Can the church seize its moment in the spotlight?

Our church has attracted many headlines in recent months. In May we had the publication of Pope Francis’ encyclical “Laudato Si’,” which studied the environment and oftentimes adverse impact of human activity on it. In September we welcomed Francis to the United States, with his addresses to Congress and to the United Nations, many prayer services and parades and visits to prisoners, the homeless, religious women and hundreds of thousands at Philadelphia’s World Meeting of Families. Millions watched and cheered these events. In October Francis presided over the meeting of the Synod of Bishops on marriage and the family. 

All of this is in addition to constant stories about Pope Francis going about his daily mission with simplicity and humanity. The man has broken down old barriers, opened new doors, given the papacy a refreshing new image. Some cringe. Others complain. Most applaud. 

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“Laudato Si’” raised hackles in some quarters and in others became a rallying point. Who is the pope to be writing about science? What does he know? This contrasts, of course, with feelings of relief and support—thank heavens someone of the pope’s stature is speaking up. God made us stewards of his creation, not owners and exploiters. Twenty-eight protesters arrested last August as they tried to stop construction of a natural gas storage faciliity in Seneca Lake, N.Y., carried a huge mockup of the encyclical and proclaimed, “Pope Francis, we hear you.”

“The meeting of the Synod of Bishops in October also stirred up strong reactions. The pope’s openness, desire for discussion and drive to hear opposing viewpoints have revealed some rifts usually hidden from public view. The commentary was varied, sometimes contentious. Earlier this year, the commentators were asking, Who is the pope to talk about the environment? What does he know about the economy? Now the questions were, Is he trying to change marriage law? Is he trying to change doctrine? Others thought the pope was not going far enough; they asked whether the pope’s “revolution” is more than a series of inventive gestures. Most commentators, however, were ready for a thorough examination of what is essential and what might be longstanding but negotiable. 

It was Pope Francis’ six days in Washington, New York and Philadelphia that drew particularly heavy attention throughout the United States, almost all positive. His smile was contagious. People on the streets acted more friendly. Televisions in bars followed the papal parade through Central Park. TV news celebrities confessed their onetime religion. The Catholic Church was in. 

What can we do with this energy and interest? Discussions and disagreements will continue, though perhaps not with the intensity of the reactions to the synod. But what about the good will and optimism that the pope’s U.S. visit generated? Where can it take us? 

One area we all have to work on is civility in discourse and disagreement. Around the time of the synod, Pope Francis spoke much about listening, speaking and allowing others to speak. That meeting generated some heated talk, angry words, suspicion and discord. Bishops disagreed with each other in public. That is not bad if it is done with respect and desire for truth. Any one of us can reach out to someone we disagree with, sit down over a cup of coffee and find what core values we share. Not a bad start.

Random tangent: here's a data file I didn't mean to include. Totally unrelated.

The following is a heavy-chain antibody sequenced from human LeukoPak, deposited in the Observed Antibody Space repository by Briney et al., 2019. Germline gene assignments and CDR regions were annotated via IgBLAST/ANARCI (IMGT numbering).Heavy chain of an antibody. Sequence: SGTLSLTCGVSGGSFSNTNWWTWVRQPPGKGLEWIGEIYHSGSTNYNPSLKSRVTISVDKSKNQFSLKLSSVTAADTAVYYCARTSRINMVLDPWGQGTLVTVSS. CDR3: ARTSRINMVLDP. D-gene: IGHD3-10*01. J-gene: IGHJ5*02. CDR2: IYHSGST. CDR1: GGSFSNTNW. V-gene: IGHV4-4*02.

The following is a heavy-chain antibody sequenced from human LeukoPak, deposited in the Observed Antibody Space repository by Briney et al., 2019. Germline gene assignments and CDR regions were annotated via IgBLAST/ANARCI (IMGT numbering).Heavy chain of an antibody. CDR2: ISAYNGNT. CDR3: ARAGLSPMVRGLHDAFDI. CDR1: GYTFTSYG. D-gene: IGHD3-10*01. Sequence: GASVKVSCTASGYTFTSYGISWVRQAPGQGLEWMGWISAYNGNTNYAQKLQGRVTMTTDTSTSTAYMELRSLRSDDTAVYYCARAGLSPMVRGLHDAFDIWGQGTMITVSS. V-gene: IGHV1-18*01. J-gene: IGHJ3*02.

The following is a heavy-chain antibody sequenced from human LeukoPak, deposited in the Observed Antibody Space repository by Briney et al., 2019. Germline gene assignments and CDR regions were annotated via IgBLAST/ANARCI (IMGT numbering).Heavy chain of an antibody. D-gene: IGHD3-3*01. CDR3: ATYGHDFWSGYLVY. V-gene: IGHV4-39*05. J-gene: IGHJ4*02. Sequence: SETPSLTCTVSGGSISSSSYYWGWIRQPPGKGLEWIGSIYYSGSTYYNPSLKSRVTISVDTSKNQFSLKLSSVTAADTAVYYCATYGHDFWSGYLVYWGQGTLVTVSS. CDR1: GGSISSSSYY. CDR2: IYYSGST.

We can reach out to Catholics who have not found life in the church and have drifted away. How can we accompany them? Do they have something to say that we need to hear? Let them speak! Let us listen!

We cannot wait for church officials to move before we do. Bishops, pastors and parish staffs already have their hands full. Individuals and small groups within parishes need to take the initiative to find new projects or structures that will help build on what we have in order to proclaim the Gospel in new ways to our very new world. They must support their parishes as they also rightly challenge them.

One powerful image from the pope’s visit is a video on America’s website that shows some of the Jesuit high school students who traveled to Philadelphia to see the pope—about 400 of them from 40 schools. What more can our schools do? 

We must not fail to recognize and lift up what we do accomplish—in everyday parish life, of course, but also in a rich variety of ministries. At the annual Ignatian Family Teach-In, students from Jesuit schools raise awareness of important issues. Catholic Extension gives essential support to the church in rural America. 

And in the end, let us be thankful. For the challenges we face. For the faces and the words on our websites. For the students in our schools. For our leaders. For communities gathered in our local churches. For families that come home each day to love and support one another. For Pope Francis. And for all the good things we do. 

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Anne Chapman
2 years 1 month ago
The Pope's personal charisma alone will not draw many former Catholics back to the church. Many left because of teachings - and those teachings are not changing. The Pope's warmth and his smile and his efforts to focus on the spirit rather than the legalisms are all wonderful. But the church continues to treat women as "different" and unworthy of a sacrament, it continues to insist that male celibates have the right to define the roles of women in the church, limiting them at all levels to supporting the men, "allowing " women to run educational programs that include only those teachings defined exclusively by male celibates. The church continues to teach that modern contraception is intrinsically evil, rather than a gift from God, which is how most married couples see it. It may be opening the door a tiny crack in the divorced-remarried-communion issue, but still insists on annulments that proclaim that first marriages were not valid, that those who have remarried without annulments are committing adultery. It continues to deny gays the right to express their love physically with their partners. It has yet to clearly put into writing sanctions on bishops who enable priests to sexually abuse kids. It continues to let Law live a life of comfort in Rome, paid for by the people in the pews, does nothing about other bishops (such as Mahoney) rather than demonstrating that it understands the betrayal of youth,children and families showing by some kind of action that does not let these men get away scot-free, enjoying their comfortable retirements using the money of the people they betrayed. The best of parish programs will make no difference for those who left the church because of its teachings and/or governance, rather than just because of laziness on Sunday mornings.